So many stories have been told of the damsel in distress ~ the princess being rescued ~ the bride and the bridegroom.  Often I wonder, how on earth are the Sons of Adam meant to relate to this great love story?  I get how they can relate to the rescuer at times ~ how they can embrace their Godliness and His likeness and begin to see themselves as the warrior ~ as the knight.  But how can they possibly become the Bride? How can they embrace this story of the prince rescuing the princess as though they are the ones in need of rescuing?

It is a difficult thing to conceive of God not being a man, particularly when the most trusted source we have for His description refers to Him as a Him and as a Father.  I think most of us accept that God is genderless and that He indeed did make both Adam and Eve in His image.  So then, it is logical to conclude that a woman equally reflects the nature of the Creator as does a man.

So if our Maker and Saviour and the Lover of our souls is revealed to us in both Adam and in Eve, then would it be possible to accept that a man could have a relationship with the Maker and relate to God at times as though He is a She?

I look around at the religion we have formed to contain our Maker and I see that we have been afraid of this idea.  Mystics and non-Christian spiritualists don’t seem to have a problem with it all and, in fact, that may well be one of the reasons that the notion has been shunned by the organized church we have today.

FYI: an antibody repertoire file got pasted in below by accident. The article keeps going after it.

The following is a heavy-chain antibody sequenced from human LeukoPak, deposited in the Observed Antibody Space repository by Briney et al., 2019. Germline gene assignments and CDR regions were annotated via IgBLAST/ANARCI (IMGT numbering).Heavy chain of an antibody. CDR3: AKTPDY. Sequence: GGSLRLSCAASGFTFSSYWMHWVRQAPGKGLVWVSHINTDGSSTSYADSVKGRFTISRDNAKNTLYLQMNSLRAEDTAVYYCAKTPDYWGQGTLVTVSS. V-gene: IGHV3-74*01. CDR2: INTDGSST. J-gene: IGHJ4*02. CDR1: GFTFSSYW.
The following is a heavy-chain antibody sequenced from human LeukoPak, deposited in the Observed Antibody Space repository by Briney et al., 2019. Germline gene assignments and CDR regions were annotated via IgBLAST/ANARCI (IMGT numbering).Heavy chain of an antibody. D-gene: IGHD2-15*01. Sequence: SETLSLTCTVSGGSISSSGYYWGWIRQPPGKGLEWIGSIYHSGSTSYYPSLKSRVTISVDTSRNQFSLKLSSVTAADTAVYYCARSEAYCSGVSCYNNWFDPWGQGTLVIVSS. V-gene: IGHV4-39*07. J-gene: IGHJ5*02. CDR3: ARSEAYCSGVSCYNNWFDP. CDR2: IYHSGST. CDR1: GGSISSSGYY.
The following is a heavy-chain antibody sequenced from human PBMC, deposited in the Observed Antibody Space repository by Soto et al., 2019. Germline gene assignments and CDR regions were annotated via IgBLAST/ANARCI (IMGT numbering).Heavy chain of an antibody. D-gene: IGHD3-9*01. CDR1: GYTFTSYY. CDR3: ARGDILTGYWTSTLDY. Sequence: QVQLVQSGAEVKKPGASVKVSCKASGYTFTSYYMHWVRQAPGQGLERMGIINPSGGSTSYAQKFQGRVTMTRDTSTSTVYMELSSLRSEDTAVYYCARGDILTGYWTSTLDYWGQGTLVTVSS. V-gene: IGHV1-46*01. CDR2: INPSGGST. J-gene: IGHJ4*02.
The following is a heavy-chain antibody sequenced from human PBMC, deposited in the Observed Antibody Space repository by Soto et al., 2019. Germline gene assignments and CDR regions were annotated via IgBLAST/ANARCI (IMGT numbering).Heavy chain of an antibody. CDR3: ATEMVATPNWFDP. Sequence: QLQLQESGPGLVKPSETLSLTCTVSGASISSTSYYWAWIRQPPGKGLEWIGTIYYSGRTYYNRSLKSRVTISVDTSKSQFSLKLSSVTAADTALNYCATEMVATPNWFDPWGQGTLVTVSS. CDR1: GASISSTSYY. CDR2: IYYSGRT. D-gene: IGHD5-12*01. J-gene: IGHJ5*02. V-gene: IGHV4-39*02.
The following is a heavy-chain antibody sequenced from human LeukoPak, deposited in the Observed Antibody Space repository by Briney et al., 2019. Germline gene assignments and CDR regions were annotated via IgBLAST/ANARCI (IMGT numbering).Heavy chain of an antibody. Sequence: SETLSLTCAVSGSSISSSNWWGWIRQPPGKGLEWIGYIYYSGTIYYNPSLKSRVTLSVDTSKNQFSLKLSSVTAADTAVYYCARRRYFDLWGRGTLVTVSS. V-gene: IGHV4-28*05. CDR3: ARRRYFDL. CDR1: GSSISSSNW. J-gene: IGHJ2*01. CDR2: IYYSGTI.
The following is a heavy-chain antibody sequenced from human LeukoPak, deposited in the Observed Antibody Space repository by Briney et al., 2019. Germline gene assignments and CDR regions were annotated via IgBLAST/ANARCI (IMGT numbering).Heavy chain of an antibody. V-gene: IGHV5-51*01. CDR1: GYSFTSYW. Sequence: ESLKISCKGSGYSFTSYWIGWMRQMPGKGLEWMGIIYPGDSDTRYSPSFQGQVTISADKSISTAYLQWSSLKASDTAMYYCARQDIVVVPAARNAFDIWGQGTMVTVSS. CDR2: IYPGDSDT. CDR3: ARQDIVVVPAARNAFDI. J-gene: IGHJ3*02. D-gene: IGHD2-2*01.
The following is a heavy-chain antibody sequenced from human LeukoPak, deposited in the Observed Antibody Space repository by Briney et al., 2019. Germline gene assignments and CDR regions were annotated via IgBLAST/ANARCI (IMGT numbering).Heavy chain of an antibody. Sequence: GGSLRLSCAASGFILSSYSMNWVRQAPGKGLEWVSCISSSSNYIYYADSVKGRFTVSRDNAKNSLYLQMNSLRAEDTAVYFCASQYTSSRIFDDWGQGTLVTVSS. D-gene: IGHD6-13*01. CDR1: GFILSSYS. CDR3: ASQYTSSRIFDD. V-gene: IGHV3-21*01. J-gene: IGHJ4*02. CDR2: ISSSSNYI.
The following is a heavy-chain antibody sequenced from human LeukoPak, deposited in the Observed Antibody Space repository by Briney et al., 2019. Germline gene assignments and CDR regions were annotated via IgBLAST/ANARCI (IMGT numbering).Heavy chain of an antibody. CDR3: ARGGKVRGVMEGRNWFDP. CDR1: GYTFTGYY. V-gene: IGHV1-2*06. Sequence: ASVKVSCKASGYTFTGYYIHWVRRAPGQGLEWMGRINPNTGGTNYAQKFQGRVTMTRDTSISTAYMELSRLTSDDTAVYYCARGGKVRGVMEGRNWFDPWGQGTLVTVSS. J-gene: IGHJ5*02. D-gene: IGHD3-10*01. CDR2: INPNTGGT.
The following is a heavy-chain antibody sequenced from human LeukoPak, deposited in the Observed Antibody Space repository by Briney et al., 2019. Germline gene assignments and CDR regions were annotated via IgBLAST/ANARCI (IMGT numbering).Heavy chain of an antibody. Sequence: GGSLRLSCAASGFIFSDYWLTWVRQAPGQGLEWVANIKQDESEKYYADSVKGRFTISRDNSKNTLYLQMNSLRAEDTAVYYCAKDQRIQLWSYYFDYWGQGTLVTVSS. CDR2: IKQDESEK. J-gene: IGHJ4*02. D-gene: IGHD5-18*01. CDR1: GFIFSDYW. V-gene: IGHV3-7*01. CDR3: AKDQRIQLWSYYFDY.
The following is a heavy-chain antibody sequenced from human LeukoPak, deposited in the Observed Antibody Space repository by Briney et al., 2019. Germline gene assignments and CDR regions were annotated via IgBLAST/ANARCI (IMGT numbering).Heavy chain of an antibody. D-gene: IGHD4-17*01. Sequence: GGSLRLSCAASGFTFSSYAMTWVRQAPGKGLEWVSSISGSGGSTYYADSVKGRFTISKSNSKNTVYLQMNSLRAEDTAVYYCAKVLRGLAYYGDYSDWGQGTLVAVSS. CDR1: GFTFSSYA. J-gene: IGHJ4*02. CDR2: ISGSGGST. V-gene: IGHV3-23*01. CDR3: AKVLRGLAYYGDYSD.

The reality is that God has created woman in “His” image as well and there is a great mystery that lies in that fact.  That God is fierce and yet gentle ~ a warrior and kind ~ valiant and soft.  God is Nurturer ~ El Shaddai (“many breasted one”).  Deeply passionate and intuitive ~ affectionate and inviting.

Some of the great worship leaders of our generation have written about the great romance between God and the sons of Adam.  David Ruis wrote, reflecting on King Solomon’s words, “Let me know the kisses of Your mouth, let me feel Your embrace, let me smell the fragrance of Your touch, let me see Your lovely face.” Kevin Prosch quotes King David when he writes, “I bow down and kiss the Son.”

There is an intimacy and abandonment which I believe will come as the Sons of Zion begin to realize that their Maker ~ the Lover of their souls ~ the One who calls to them in the midnight hour and from the depths ~ is the Beautiful One ~ the fulfillment of their hearts’ cry.  The one to nurture their broken bodies and souls.  The one to ravish them and love them back to life.


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